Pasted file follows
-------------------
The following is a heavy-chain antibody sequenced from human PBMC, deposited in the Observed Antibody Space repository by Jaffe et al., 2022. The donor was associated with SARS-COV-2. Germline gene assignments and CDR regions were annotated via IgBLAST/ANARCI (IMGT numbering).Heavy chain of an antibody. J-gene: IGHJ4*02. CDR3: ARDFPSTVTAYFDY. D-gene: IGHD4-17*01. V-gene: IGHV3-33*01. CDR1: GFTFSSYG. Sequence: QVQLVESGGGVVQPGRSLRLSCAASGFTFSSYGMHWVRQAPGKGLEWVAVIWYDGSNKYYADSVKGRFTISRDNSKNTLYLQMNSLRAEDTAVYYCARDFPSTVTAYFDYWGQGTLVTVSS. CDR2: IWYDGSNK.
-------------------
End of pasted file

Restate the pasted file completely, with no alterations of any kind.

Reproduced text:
The following is a heavy-chain antibody sequenced from human PBMC, deposited in the Observed Antibody Space repository by Jaffe et al., 2022. The donor was associated with SARS-COV-2. Germline gene assignments and CDR regions were annotated via IgBLAST/ANARCI (IMGT numbering).Heavy chain of an antibody. J-gene: IGHJ4*02. CDR3: ARDFPSTVTAYFDY. D-gene: IGHD4-17*01. V-gene: IGHV3-33*01. CDR1: GFTFSSYG. Sequence: QVQLVESGGGVVQPGRSLRLSCAASGFTFSSYGMHWVRQAPGKGLEWVAVIWYDGSNKYYADSVKGRFTISRDNSKNTLYLQMNSLRAEDTAVYYCARDFPSTVTAYFDYWGQGTLVTVSS. CDR2: IWYDGSNK.